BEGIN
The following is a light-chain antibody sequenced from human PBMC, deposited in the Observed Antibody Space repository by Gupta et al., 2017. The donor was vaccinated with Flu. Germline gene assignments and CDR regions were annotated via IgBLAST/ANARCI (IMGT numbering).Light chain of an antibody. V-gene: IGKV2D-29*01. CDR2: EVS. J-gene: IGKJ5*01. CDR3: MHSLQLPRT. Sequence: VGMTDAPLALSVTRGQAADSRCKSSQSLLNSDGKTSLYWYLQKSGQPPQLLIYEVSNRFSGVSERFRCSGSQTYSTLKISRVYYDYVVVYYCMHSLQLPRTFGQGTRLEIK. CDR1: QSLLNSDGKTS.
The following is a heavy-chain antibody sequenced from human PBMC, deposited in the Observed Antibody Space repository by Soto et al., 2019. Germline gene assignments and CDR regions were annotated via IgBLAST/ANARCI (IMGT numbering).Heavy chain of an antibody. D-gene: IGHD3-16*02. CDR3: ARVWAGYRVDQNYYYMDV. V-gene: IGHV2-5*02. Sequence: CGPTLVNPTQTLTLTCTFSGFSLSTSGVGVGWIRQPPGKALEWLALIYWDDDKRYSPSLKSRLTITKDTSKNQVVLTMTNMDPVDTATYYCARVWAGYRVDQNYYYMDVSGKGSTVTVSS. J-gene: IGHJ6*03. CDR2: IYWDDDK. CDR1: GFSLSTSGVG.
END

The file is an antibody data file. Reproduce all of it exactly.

The following is a light-chain antibody sequenced from human PBMC, deposited in the Observed Antibody Space repository by Gupta et al., 2017. The donor was vaccinated with Flu. Germline gene assignments and CDR regions were annotated via IgBLAST/ANARCI (IMGT numbering).Light chain of an antibody. V-gene: IGKV2D-29*01. CDR2: EVS. J-gene: IGKJ5*01. CDR3: MHSLQLPRT. Sequence: VGMTDAPLALSVTRGQAADSRCKSSQSLLNSDGKTSLYWYLQKSGQPPQLLIYEVSNRFSGVSERFRCSGSQTYSTLKISRVYYDYVVVYYCMHSLQLPRTFGQGTRLEIK. CDR1: QSLLNSDGKTS.
The following is a heavy-chain antibody sequenced from human PBMC, deposited in the Observed Antibody Space repository by Soto et al., 2019. Germline gene assignments and CDR regions were annotated via IgBLAST/ANARCI (IMGT numbering).Heavy chain of an antibody. D-gene: IGHD3-16*02. CDR3: ARVWAGYRVDQNYYYMDV. V-gene: IGHV2-5*02. Sequence: CGPTLVNPTQTLTLTCTFSGFSLSTSGVGVGWIRQPPGKALEWLALIYWDDDKRYSPSLKSRLTITKDTSKNQVVLTMTNMDPVDTATYYCARVWAGYRVDQNYYYMDVSGKGSTVTVSS. J-gene: IGHJ6*03. CDR2: IYWDDDK. CDR1: GFSLSTSGVG.